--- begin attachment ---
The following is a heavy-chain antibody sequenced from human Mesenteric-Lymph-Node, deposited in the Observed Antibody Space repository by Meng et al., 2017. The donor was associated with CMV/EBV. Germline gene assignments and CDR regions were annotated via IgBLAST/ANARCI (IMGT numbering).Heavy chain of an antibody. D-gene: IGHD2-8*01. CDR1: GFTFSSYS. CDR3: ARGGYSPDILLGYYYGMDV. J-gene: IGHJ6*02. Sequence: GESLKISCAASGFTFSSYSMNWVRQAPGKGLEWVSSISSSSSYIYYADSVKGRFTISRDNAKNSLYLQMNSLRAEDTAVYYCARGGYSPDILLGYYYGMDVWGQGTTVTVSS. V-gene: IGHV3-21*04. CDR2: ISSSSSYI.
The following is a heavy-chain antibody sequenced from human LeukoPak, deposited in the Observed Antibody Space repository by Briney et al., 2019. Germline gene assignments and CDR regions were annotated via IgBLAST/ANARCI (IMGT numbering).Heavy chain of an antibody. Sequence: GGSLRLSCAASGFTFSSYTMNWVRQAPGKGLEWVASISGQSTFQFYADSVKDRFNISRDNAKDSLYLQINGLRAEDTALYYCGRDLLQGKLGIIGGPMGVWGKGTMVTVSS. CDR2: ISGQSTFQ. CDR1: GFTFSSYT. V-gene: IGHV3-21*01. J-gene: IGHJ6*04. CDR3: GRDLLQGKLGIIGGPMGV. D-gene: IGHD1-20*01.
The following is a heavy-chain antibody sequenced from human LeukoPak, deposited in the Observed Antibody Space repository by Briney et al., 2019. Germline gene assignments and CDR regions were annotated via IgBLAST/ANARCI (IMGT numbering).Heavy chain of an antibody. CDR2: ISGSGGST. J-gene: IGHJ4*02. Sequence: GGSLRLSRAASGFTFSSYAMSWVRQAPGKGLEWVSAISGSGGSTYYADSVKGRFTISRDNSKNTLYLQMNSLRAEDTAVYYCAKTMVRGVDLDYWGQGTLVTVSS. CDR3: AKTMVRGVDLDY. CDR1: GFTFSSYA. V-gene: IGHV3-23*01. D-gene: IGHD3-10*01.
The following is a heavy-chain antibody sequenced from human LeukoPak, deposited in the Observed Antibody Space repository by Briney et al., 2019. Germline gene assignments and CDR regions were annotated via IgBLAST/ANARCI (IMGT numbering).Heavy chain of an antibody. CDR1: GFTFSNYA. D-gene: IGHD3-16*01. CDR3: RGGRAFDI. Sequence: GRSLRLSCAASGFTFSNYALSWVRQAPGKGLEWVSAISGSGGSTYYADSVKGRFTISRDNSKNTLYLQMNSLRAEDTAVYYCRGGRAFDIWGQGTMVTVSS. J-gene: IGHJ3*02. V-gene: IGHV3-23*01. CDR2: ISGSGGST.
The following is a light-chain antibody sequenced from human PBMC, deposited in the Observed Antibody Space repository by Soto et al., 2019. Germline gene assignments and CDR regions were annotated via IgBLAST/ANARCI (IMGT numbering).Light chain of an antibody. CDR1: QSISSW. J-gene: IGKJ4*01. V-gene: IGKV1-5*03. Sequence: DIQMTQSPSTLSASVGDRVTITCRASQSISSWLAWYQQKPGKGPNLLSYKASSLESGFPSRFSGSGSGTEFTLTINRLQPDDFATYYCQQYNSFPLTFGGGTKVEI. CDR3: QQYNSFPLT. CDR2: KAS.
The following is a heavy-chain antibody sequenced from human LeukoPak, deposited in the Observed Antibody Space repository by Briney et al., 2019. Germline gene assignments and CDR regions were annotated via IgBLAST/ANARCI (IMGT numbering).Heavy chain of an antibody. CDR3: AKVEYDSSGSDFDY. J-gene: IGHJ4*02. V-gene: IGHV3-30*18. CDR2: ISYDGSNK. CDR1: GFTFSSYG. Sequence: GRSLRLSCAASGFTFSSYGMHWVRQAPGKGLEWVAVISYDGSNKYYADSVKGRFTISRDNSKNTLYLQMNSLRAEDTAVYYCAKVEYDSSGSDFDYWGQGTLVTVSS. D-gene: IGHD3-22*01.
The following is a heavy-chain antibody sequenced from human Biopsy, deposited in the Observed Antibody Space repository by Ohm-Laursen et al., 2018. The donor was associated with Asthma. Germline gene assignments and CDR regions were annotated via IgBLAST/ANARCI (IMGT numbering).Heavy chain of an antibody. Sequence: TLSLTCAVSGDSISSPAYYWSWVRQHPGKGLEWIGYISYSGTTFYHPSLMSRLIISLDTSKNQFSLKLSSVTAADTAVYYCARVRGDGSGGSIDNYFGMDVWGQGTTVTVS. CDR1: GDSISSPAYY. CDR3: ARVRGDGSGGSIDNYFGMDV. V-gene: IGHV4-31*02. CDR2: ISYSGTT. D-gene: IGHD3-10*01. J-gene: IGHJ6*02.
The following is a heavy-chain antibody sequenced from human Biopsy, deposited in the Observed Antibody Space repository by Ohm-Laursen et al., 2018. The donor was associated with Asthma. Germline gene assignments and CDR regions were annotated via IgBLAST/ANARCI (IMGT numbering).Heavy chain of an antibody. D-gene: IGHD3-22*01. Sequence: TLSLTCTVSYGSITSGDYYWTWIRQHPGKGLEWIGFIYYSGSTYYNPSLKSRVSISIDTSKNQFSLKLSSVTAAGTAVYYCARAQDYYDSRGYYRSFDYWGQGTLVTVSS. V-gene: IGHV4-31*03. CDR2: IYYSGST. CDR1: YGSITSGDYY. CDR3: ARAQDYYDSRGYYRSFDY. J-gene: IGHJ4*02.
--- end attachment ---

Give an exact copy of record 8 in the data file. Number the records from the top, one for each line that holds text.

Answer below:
The following is a heavy-chain antibody sequenced from human Biopsy, deposited in the Observed Antibody Space repository by Ohm-Laursen et al., 2018. The donor was associated with Asthma. Germline gene assignments and CDR regions were annotated via IgBLAST/ANARCI (IMGT numbering).Heavy chain of an antibody. D-gene: IGHD3-22*01. Sequence: TLSLTCTVSYGSITSGDYYWTWIRQHPGKGLEWIGFIYYSGSTYYNPSLKSRVSISIDTSKNQFSLKLSSVTAAGTAVYYCARAQDYYDSRGYYRSFDYWGQGTLVTVSS. V-gene: IGHV4-31*03. CDR2: IYYSGST. CDR1: YGSITSGDYY. CDR3: ARAQDYYDSRGYYRSFDY. J-gene: IGHJ4*02.